Before we start, we should say that San Francisco Giants’ rookie Chris Heston had an impressive performance the night he tallied his first no-hitter in a 5-0 victory vs. the Mets. While Heston (6-4) had a stunning night that left many MLB odds fans astonished, he hit three batters, including one in the 9th inning — to spoil his chance at a perfect game. The three hit batters are the most ever in a no-hitter. We’re not trying to take anything away from what Heston accomplished in what he said was “the greatest moment of his life”. With that said, the strike zone in the game certainly appeared to benefit Heston late in the tilt, which may have made getting that no-hitter a bit easier.
An Inside Analysis on the MLB Betting Profiles on Chris Heston and His First No-Hitter
When Heston came back out for the ninth inning, it looked like the umpires were hoping for a no-hitter as well. Heston went up 0-2 on Daniel Muno, who had come on to pinch hit in the pitcher’s spot. With his third pitch, Heston threw a curve that, upon replay, never crossed the plate. Even so, the umpire rang Muno up for strike three. It also helped that Buster Posey was the catcher; Posey led all MLB catchers in framing runs saved in 2014 and is in the lead again in 2015. In many cases, the strike zone gets a little smaller when the count goes 0-2, which is why called third strikes are even more rare. However, the framing, the pitcher’s motion and the excitement of being in a ninth inning may have all caused that zone to expand a bit beyond its normal parameters.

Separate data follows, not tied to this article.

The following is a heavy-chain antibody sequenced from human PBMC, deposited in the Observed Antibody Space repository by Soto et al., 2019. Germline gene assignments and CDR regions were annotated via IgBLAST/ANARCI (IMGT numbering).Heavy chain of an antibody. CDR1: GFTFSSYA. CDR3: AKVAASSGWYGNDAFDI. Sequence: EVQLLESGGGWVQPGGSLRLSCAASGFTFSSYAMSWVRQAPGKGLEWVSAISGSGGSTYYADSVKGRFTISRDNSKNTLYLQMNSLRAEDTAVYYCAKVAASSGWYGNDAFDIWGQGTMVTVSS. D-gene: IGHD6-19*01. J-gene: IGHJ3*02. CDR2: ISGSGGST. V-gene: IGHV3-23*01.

With two outs, Ruben Tejada was up to bat – another lefty. With a 2-1 count, Heston sent a sinker in, about the same distance away from the corner, and he got another strike call. With a 2-2 count, Heston threw another pitch for a borderline strike. That called third strike brought this no-hitter to an end. Because Muno and Tejada are generally lower than average in their hitting, Heston probably would have gotten his no-hitter without the strike zone expanding mysteriously. So he did have some help.
How much help? During the 2015 season so far, the average probability of having a strike called is 45.9 percent. So if the batter does not swing, the average pitch has just less than a 50-50 chance to be a called strike. If you limit the sample to strikes that end up being called, though, that number goes up to 79.0 percent. It might seem odd that the called-strike probability of called strikes isn’t 100 percent, but the fact is that many called strikes shouldn’t be, and likely wouldn’t be with a different catcher, umpire and/or pitcher.
During Heston’s no-hitter, he threw 28 called strikes, and they had a 77.8 called strike probability, which is a little bit below that MLB 79.0 percent average. That means that the strike zone wasn’t gargantuan the whole game – but it did grow a bit for that ninth inning. Those pitches to Muno and Tejada had only a 5.3 and 7.1 percent likelihood (respectively) of being called strikes. That means that you could throw those same pitches to those same batters with those same counts and expect the umpire to call a strike about once in 14 times.
Is the umpire a factor here? Rob Drake was behind the plate for Heston’s no-hitter, and he was also the home plate umpire when Felix Hernandez threw a perfect game on August 15, 2012. If you look at the ninth inning of that game, the strike zone appeared to grow as well. During that game, Hernandez had one pitch that was a low-probability strike (34.2 percent) called for him, but that’s not nearly as far from the plate as the pitches Heston threw to Muno and Tejada.
However, ninth innings in no-hitters get strange. Pitchers start nibbling at the edges because they’re tired; hitters start swinging away with less discrimination because they want a hit. Umpire strike zones (not just Rob Drake’s) tend to expand. So that last inning gets easier for everyone – except the hitters.